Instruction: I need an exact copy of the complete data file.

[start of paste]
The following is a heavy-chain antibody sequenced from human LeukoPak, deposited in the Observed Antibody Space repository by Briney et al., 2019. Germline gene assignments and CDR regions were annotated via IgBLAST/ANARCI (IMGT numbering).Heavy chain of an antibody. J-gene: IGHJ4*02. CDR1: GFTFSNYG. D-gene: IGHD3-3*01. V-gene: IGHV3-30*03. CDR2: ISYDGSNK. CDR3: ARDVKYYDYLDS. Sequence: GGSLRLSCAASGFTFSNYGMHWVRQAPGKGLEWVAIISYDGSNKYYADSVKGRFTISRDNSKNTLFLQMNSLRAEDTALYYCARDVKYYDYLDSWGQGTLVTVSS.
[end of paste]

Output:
The following is a heavy-chain antibody sequenced from human LeukoPak, deposited in the Observed Antibody Space repository by Briney et al., 2019. Germline gene assignments and CDR regions were annotated via IgBLAST/ANARCI (IMGT numbering).Heavy chain of an antibody. J-gene: IGHJ4*02. CDR1: GFTFSNYG. D-gene: IGHD3-3*01. V-gene: IGHV3-30*03. CDR2: ISYDGSNK. CDR3: ARDVKYYDYLDS. Sequence: GGSLRLSCAASGFTFSNYGMHWVRQAPGKGLEWVAIISYDGSNKYYADSVKGRFTISRDNSKNTLFLQMNSLRAEDTALYYCARDVKYYDYLDSWGQGTLVTVSS.